Sujay Alvencar, MD1, Erik Holzwanger, MD2, Rohit Dhingra, MD2, Aaron Dickstein, MD2; 1Tufts Medical Center, Boston, MA; 2Tufts University Medical Center, Boston, MA
Introduction: Mantle cell lymphoma (MCL) is a mature B-cell non-Hodgkin lymphoma (NHL) comprising 2-8% of NHLs. MCL tends to present at an advanced stage and has a predilection for the gastrointestinal tract. Rarely, it can present as multiple lymphomatous polyposis (MLP), which typically involves multiple polypoid lesions in the large intestine. We describe an unusual case of MLP presenting as acute appendicitis with colonoscopic findings of multiple large masses throughout the colon.
Methods: A 58-year-old man with no significant medical history presented with acute, severe right lower quadrant abdominal pain and fevers after a road trip. He had normal vitals aside from the fever of 39.1. Labs were largely normal aside from a white blood cell (WBC) count of 11.3 K/L. He underwent CT imaging which revealed an abnormal appendix with irregular wall thickening as well as other abnormal colonic lesions. He had mesenteric lymphadenopathy as well. We proceeded with a colonoscopy to obtain tissue and found multiple mass lesions throughout the colon, the largest being 10 cm and involving the proximal right colon. In addition, he had an abnormal appearing appendiceal orifice and multiple sub-centimeter polyps throughout the colon. The appearance was atypical for adenocarcinoma. Multiple biopsies were taken for tissue diagnosis. Surprisingly, all samples showed mantle cell lymphoma with immunohistochemical staining positive for CD20, BCL-2, CD5, cyclin D1. Ki-67 was 50%. Further cytogenetic testing was positive for the t(11;14)(q13;32) translocation. Bone marrow biopsy did not show MCL involvement. A PET scan showed uptake in the appendix, small bowel, sigmoid colon and mesenteric lymph nodes with no uptake above the diaphragm. He is tentatively planned for chemotherapy induction and autologous stem cell transplant with maintenance rituximab. Discussion: MLP is a rare entity that usually presents with small polypoid lesions within the gastrointestinal tract. Interestingly, this patient had multiple, large lesions throughout the large intestine including the appendix. In his case, this appendiceal involvement led to acute inflammation which brought him to medical attention. With his lack of comorbidities, he is a good candidate for aggressive chemotherapy though the average median survival for this disease is three years. Again, this case highlights the aggressive nature of MLP and the possibility of it masquerading as acute appendicitis.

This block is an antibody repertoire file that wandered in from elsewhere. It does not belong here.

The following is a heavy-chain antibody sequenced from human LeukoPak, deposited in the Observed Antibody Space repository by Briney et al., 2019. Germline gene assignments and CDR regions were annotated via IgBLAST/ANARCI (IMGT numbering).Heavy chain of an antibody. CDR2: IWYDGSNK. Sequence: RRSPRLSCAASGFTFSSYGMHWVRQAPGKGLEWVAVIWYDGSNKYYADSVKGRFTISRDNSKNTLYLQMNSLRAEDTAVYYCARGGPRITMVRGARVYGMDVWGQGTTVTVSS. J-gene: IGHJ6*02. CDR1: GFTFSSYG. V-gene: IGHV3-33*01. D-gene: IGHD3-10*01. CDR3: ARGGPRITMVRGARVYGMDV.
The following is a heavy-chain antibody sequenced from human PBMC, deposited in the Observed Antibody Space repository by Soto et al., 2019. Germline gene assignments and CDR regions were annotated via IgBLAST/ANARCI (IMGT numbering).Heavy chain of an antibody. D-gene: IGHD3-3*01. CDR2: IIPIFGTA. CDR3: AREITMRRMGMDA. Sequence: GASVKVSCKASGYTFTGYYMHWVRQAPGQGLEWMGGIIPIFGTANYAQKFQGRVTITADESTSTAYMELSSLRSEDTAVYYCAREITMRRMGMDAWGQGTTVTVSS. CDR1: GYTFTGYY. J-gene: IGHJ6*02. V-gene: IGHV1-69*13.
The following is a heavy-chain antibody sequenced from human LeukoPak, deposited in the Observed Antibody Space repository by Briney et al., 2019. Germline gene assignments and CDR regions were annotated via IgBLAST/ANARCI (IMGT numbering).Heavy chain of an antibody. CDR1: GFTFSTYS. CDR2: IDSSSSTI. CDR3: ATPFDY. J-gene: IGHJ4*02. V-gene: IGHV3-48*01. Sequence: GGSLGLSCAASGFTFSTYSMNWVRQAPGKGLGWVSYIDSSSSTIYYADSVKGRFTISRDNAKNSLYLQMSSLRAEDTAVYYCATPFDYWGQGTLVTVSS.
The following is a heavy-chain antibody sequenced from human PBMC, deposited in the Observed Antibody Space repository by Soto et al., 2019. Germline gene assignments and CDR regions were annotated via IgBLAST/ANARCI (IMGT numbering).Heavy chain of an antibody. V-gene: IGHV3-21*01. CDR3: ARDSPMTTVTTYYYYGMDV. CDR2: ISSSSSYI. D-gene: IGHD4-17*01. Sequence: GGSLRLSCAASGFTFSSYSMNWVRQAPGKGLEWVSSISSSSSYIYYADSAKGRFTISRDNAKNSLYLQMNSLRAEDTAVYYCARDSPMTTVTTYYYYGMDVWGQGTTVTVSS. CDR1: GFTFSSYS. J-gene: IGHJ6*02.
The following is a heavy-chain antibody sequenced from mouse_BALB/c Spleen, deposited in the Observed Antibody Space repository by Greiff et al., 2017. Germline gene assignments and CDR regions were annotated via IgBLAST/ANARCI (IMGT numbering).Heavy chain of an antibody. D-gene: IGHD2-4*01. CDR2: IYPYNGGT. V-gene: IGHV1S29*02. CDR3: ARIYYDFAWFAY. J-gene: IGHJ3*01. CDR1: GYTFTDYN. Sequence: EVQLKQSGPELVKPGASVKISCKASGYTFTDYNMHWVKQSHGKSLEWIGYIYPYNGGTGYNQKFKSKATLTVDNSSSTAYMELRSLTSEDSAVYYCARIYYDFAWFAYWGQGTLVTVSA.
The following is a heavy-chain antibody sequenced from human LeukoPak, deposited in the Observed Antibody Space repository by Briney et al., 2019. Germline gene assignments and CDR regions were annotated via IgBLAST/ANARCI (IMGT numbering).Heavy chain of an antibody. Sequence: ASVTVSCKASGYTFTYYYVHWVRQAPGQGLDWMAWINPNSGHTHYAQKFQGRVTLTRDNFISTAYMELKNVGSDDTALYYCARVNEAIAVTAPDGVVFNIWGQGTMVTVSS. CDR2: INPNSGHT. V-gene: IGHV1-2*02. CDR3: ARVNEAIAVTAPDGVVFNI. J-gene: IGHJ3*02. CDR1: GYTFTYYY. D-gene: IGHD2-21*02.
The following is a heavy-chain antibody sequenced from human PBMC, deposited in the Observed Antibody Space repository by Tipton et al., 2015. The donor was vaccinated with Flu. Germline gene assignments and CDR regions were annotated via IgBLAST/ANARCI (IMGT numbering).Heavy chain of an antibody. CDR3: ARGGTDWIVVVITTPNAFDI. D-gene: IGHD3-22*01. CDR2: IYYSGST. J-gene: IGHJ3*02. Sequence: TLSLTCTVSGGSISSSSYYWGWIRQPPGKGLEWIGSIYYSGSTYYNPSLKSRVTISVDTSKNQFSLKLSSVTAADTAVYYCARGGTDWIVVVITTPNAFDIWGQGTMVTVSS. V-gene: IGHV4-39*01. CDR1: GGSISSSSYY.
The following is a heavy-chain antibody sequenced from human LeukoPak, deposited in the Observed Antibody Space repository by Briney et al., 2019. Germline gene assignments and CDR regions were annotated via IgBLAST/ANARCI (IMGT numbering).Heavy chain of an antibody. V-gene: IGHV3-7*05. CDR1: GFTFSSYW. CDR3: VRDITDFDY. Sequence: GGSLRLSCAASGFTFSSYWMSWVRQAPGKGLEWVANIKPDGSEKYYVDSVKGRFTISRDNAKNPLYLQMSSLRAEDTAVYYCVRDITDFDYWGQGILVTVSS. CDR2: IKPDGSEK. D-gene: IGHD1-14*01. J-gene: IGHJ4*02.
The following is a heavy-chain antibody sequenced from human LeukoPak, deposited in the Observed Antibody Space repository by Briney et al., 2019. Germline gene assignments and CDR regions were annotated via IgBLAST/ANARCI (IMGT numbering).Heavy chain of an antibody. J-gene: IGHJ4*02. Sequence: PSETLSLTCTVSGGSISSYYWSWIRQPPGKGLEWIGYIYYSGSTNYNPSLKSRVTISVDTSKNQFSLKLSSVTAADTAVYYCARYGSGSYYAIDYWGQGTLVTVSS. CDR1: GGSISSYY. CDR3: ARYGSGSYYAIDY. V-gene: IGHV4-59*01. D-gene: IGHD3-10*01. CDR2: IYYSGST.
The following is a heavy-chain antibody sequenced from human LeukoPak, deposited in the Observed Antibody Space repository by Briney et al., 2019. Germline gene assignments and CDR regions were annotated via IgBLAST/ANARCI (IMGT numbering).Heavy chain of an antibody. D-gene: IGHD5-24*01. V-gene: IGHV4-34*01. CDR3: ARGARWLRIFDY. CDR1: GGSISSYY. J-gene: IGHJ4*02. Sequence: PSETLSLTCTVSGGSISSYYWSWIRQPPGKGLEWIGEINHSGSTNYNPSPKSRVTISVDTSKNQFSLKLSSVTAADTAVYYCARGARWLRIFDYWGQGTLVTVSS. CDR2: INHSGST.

Image A: Abnormal appendiceal orfice with edema and nodularity. Image B: Fungating, partially obstructing 10 cm mass involving approximately 50% of the luminal circumference in the distal cecum extending to the ascending colon. Image C: Polypoid, non-obstructing 3 cm mass found in distal ascending colon. Image D: A 10 mm erythematous, pedunculated polyp found in the sigmoid colon adjacent to the sigmoid mass.
Disclosures: Sujay Alvencar indicated no relevant financial relationships. Erik Holzwanger indicated no relevant financial relationships. Rohit Dhingra indicated no relevant financial relationships. Aaron Dickstein indicated no relevant financial relationships.